Retailers and manufacturers should invest in renewable power plants to minimise the impact of forthcoming legislation that will penalise energy use, legal expert Eversheds has warned.

Businesses with an energy spend of £500,000 or more will be affected by a government proposal that will force companies to buy carbon credits to offset their impact on the environment if they use more than a certain amount of energy every year.

This level will be set before the proposal becomes law, probably by 2010.

Eversheds lawyer Elizabeth Shepherd, speaking at a seminar on the issue, said UK food companies had been slow to recognise the benefits of investing in their own sources of renewable energy - and that this had to change.

"They have had anaerobic digestion plants in the EU for years but we are only just seeing them come through," she said. "It's old technology, not new. We've got a lot of catching up to do."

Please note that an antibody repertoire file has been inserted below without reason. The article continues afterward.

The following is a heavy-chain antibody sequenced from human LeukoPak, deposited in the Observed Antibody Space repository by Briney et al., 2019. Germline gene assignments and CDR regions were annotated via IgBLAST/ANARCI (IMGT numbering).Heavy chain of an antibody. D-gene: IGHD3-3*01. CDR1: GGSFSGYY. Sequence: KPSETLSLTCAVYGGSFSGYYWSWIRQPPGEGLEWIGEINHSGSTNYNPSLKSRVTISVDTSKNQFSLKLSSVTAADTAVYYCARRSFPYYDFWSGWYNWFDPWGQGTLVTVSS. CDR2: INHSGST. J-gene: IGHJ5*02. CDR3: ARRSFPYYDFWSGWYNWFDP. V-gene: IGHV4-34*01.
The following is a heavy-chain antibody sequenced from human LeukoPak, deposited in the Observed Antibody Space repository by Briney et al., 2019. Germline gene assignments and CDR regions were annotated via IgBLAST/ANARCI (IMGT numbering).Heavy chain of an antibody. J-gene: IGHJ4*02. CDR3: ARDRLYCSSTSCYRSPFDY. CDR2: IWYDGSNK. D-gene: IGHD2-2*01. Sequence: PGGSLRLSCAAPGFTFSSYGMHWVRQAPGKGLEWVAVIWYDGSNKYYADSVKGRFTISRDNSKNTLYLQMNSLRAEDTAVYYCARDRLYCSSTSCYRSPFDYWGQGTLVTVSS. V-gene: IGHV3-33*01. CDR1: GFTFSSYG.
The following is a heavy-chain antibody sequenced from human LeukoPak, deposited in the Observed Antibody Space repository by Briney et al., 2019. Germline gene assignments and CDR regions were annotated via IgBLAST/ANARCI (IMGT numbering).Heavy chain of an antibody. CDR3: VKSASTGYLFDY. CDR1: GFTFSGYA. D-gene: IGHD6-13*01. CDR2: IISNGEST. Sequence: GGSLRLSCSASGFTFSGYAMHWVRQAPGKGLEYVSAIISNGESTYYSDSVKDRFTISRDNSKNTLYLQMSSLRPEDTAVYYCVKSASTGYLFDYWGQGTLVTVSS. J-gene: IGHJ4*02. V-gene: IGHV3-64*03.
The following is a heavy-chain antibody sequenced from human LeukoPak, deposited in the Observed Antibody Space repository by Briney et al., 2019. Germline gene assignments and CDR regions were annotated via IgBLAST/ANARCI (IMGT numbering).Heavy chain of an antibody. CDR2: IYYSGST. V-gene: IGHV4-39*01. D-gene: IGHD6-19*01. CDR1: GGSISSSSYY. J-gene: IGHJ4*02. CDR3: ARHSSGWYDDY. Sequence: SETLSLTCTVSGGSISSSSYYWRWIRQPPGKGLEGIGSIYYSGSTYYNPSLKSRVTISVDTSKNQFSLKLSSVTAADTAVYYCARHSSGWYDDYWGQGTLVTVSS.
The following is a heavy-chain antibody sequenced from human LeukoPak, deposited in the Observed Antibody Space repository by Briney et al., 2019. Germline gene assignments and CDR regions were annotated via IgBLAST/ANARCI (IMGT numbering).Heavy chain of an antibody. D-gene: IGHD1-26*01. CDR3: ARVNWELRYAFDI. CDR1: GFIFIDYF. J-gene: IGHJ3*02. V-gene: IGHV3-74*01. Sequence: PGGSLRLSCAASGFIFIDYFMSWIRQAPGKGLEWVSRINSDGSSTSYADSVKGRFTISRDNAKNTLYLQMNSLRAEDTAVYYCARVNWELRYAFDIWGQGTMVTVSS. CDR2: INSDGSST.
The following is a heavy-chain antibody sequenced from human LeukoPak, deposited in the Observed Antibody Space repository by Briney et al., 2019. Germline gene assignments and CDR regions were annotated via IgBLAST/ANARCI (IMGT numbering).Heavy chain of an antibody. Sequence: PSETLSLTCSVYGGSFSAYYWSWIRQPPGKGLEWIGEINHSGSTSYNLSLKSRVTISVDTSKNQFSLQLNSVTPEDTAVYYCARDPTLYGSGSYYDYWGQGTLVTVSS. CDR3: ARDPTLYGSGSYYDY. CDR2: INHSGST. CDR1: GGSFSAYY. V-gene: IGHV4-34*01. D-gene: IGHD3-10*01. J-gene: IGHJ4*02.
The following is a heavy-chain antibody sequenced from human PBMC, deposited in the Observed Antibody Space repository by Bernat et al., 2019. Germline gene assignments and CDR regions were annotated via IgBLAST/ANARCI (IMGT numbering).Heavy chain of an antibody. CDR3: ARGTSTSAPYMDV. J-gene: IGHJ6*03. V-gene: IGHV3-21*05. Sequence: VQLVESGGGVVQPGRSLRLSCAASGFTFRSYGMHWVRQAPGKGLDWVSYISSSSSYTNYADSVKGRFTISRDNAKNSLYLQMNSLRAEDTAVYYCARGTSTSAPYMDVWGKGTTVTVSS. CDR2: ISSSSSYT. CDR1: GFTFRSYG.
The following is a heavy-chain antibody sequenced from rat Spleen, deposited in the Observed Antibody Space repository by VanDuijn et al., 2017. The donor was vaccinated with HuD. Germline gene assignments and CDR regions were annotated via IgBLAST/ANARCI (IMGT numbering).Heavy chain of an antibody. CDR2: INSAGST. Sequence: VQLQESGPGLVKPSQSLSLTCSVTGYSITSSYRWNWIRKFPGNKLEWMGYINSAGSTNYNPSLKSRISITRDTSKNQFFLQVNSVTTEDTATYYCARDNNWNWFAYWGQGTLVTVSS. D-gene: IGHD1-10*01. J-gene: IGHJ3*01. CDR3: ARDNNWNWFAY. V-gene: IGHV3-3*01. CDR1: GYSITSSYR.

Management consultancy PMSS, also at the event, said every retailer should aim to run its own anaerobic digestion unit. "This can be done on a relatively small scale," said Nick Fleming . "They can fit nicely next to existing distribution depots so planning is not normally a problem."

n Tate & Lyle has begun work on a new £20m biomass boiler at its Thames refinery in London. The boiler will mean the cane sugar manufacturer can switch to renewable biomass to supply 70% of the energy needs of its refinery and cut its carbon footprint by 25%.